EXTREMELY FINE GEM. THIS IS WITHOUT QUESTION THE FINEST CORNER-MARGIN COPY OF THE 10-CENT 1847 ISSUE ON COVER. FROM A RELATIVELY RECENT DISCOVERY, WHICH WAS OFFERED TO THE MARKET FOR THE FIRST TIME IN OUR 2006 RARITIES SALE.
In his extensive census of the 10c 1847 issue with corner sheet margins, Philip T. Wall records a total of sixteen used stamps on or off cover (another three or four covers have since been recorded). Others can be plated as corner margin positions but do not show significant sheet margins. Many of these have faults, the most common being creases in the selvage.
This cover was part of a find of eleven 5c and 10c 1847 covers, which were discovered in 2004 in Geneva, New York. Nine of the eleven are addressed to Samuel Baldwin.
USPCS census no. 7910. With 2006 P.F. certificate.
VERY FINE. A VERY EARLY EXAMPLE OF WHAT CAN RIGHTLY BE CALLED AN ILLUSTRATED ADVERTISING DESIGN ON A 10-CENT 1847 ISSUE COVER.
Powers & Weightman, who employed the writer of this letter and used the Valerian plant in its chemical compounds, was founded by William Weightman (1813-1904). Weightman was a prominent chemical manufacturer and one of the largest landowners in the United States during the mid-1800's. He was nicknamed the "Quinine King" and invented a synthetic form of the drug. The company merged in the 1920's with the pharmaceutical giant Merck & Co.
USPCS census no. 11820. Accompanied by a transcription of the letter. With 1990 P.S.E. certificate
EXTREMELY FINE. A BEAUTIFUL 10-CENT 1847 PAIR ON COVER TO PHILADELPHIA.
USPCS census no. 4851. Ex Moody, Rust and Haub ("Erivan"). With 2019 P.F. certificate
EXTREMELY FINE APPEARANCE. A SPECTACULAR SHEET-MARGIN EXAMPLE OF THE 10-CENT 1847 ISSUE USED ON AN UNUSUAL TURNED COVER FROM SAVANNAH TO NEW YORK CITY, THEN FORWARDED TO MONTREAL, CANADA -- ADDING TO THE MIX IS THE PRESENCE OF THE "6" IN CIRCLE SHIP-LETTER RATE MARKING USED AS A CANCELLATION.
USPCS census no. 8142. Ex Boker and Gross
VERY FINE. A RARE EXAMPLE OF THE 10-CENT 1847 ISSUE USED ON A COVER FROM CANADA TO THE UNITED STATES. THIS COVER WAS ACCEPTED AS FULLY PREPAID IN NEW YORK, EVEN THOUGH IT WAS UNDERPAID FOR THE DOUBLE WEIGHT CLASS. THE ONLY SUCH USE RECORDED IN THE USPCS CENSUS.
The manuscript "9" pence marking and letter content listing several enclosures indicate that this originally weighed more than the half-ounce single-rate limit. The correct U.S. postage from the border should have been 20c for a letter weighing between one-half and one ounce, sent over 300 miles. However, New York accepted this as fully prepaid and cancelled the stamp on arrival. This is the only double-rate use recorded in the USPCS census.
USPCS census no. 275. Illustrated and described in an article in Chronicle 222 (copy accompanies). Ex Ackerman and Mirksy.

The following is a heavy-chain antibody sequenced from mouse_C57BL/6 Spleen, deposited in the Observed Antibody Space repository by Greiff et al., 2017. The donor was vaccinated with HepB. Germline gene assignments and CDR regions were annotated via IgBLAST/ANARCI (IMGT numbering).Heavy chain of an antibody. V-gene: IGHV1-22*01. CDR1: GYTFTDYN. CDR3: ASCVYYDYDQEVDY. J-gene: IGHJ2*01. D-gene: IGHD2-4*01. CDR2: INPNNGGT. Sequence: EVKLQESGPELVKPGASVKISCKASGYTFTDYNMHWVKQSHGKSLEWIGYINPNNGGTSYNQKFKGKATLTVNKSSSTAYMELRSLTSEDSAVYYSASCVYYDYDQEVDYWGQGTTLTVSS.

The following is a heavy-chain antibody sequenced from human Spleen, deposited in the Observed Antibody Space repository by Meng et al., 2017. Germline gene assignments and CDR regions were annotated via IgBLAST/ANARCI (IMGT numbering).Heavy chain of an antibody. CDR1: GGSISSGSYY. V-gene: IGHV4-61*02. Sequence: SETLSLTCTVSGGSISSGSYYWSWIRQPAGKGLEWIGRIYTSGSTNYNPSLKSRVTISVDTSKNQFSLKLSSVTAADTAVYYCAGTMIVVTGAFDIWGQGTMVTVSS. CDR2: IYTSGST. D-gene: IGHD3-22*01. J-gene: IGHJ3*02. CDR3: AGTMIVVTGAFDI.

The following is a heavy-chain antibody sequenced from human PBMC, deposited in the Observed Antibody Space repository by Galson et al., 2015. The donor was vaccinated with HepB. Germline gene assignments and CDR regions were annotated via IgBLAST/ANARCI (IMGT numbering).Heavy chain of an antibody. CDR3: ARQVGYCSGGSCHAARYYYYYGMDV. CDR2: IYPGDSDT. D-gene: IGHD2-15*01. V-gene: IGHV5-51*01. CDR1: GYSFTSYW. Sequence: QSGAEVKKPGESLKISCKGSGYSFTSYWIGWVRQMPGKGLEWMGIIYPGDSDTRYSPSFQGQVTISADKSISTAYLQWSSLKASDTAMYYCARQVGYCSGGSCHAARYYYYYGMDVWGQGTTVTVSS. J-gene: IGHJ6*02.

FINE. A REMARKABLE AND RARE RETALIATORY RATE COVER FROM BOSTON TO NOVA SCOTIA VIA NEW YORK. ONLY TEN RETALIATORY RATE COVERS BEARING U.S. STAMPS ARE RECORDED, AND THIS IS ONE OF ONLY TWO TO BRITISH NORTH AMERICA.
The full history of the Retaliatory Rate period is told in our catalogue for the famous Rush cover, available at http://www.siegelauctions.com/2006/912/912.pdf . The so-called Retaliatory Period resulted from Great Britain's effort to maintain its monopoly on transatlantic mail carriage through the subsidized Cunard steamship line, which operated without competition from 1840 through 1846. In response to the emergence of subsidized American packets in 1847 (the Ocean Line), the British issued an order (effective June 9, 1847) authorizing its receiving offices to collect the usual British packet postage on letters carried to England by American subsidized steamers. This effectively allowed England to collect 24c packet charges for every inbound letter, whether or not any service had been performed.
The United States vehemently protested the British order through diplomatic channels, but efforts to persuade the government to rescind the anti-American postal tariff were unsuccessful. In December 1847, U.S. Postmaster General Cave Johnson petitioned Congress for power to levy like charges on mail carried by British steamers to or from the United States, but he was not authorized to do so until June 1848. On all Cunard sailings from June 24, 1848 (the Caledonia from Liverpool) through December 31, 1848 (the Europa arriving at New York), American packet postage was required on all inbound and outbound mail to England whether or not one of the American vessels was used, creating the so-called Retaliatory Rate. Beginning with the departure of the Europa from New York on January 10, 1849, earlier rates were restored, and soon after the new U.S.-British treaty rate was effected.
This cover to Nova Scotia reflects the dispute between Great Britain and the United States. The 10c strip of three pays the 5c rate for internal U.S. postage from Boston to New York, plus a 1c overpayment of the 24c Retaliatory Rate. The letter was carried aboard the Cunarder America, which departed New York on August 16 and stopped at Halifax on its way to Liverpool. The 1sh 8p due from recipient represents the one-shilling charge for British packet postage, plus 8 pence for internal postage for distance of 101 to 200 miles for delivery to Pictou (9 pence in local currency).
USPCS census no. 12904. Ex Pope, Dr. Robertson and Mirsky. With 1985 P.F. certificate
VERY FINE. A RARE EARLY USE OF THE 10-CENT 1847 ISSUE.
The earliest recorded use of the 10c 1847 Issue is the famous July 2 cover, owned by William H. Gross and currently on loan to the Smithsonian National Postal Museum. The next earliest is used from New York to Illinois on July 9, the day before this cover was mailed. One other is also known used on July 10, which was a Saturday.